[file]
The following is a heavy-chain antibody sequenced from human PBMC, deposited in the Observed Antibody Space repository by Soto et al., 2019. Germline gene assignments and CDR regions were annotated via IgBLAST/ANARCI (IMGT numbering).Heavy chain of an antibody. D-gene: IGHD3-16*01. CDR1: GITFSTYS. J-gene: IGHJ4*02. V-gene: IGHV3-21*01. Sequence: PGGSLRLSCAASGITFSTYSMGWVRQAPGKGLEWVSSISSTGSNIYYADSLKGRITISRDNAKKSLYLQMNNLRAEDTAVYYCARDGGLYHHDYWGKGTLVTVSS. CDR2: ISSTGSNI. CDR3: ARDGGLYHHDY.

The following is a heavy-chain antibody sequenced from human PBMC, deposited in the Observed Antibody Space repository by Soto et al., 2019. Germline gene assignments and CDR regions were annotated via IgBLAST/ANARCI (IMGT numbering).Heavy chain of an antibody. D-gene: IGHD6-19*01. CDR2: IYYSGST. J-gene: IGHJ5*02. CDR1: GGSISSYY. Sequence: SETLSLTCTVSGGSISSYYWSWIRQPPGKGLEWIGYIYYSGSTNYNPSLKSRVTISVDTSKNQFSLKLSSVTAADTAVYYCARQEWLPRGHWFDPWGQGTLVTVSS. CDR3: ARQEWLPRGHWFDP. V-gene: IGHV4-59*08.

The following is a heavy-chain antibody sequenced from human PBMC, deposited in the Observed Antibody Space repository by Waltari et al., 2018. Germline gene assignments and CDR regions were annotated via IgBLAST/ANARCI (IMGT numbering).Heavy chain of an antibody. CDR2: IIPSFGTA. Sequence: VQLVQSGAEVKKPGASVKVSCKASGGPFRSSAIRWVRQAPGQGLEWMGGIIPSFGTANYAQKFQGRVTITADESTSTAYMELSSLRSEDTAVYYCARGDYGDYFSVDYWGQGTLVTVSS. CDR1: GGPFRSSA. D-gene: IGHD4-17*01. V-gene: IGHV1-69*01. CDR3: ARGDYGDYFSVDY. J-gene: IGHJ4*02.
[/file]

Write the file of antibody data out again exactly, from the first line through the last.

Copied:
The following is a heavy-chain antibody sequenced from human PBMC, deposited in the Observed Antibody Space repository by Soto et al., 2019. Germline gene assignments and CDR regions were annotated via IgBLAST/ANARCI (IMGT numbering).Heavy chain of an antibody. D-gene: IGHD3-16*01. CDR1: GITFSTYS. J-gene: IGHJ4*02. V-gene: IGHV3-21*01. Sequence: PGGSLRLSCAASGITFSTYSMGWVRQAPGKGLEWVSSISSTGSNIYYADSLKGRITISRDNAKKSLYLQMNNLRAEDTAVYYCARDGGLYHHDYWGKGTLVTVSS. CDR2: ISSTGSNI. CDR3: ARDGGLYHHDY.

The following is a heavy-chain antibody sequenced from human PBMC, deposited in the Observed Antibody Space repository by Soto et al., 2019. Germline gene assignments and CDR regions were annotated via IgBLAST/ANARCI (IMGT numbering).Heavy chain of an antibody. D-gene: IGHD6-19*01. CDR2: IYYSGST. J-gene: IGHJ5*02. CDR1: GGSISSYY. Sequence: SETLSLTCTVSGGSISSYYWSWIRQPPGKGLEWIGYIYYSGSTNYNPSLKSRVTISVDTSKNQFSLKLSSVTAADTAVYYCARQEWLPRGHWFDPWGQGTLVTVSS. CDR3: ARQEWLPRGHWFDP. V-gene: IGHV4-59*08.

The following is a heavy-chain antibody sequenced from human PBMC, deposited in the Observed Antibody Space repository by Waltari et al., 2018. Germline gene assignments and CDR regions were annotated via IgBLAST/ANARCI (IMGT numbering).Heavy chain of an antibody. CDR2: IIPSFGTA. Sequence: VQLVQSGAEVKKPGASVKVSCKASGGPFRSSAIRWVRQAPGQGLEWMGGIIPSFGTANYAQKFQGRVTITADESTSTAYMELSSLRSEDTAVYYCARGDYGDYFSVDYWGQGTLVTVSS. CDR1: GGPFRSSA. D-gene: IGHD4-17*01. V-gene: IGHV1-69*01. CDR3: ARGDYGDYFSVDY. J-gene: IGHJ4*02.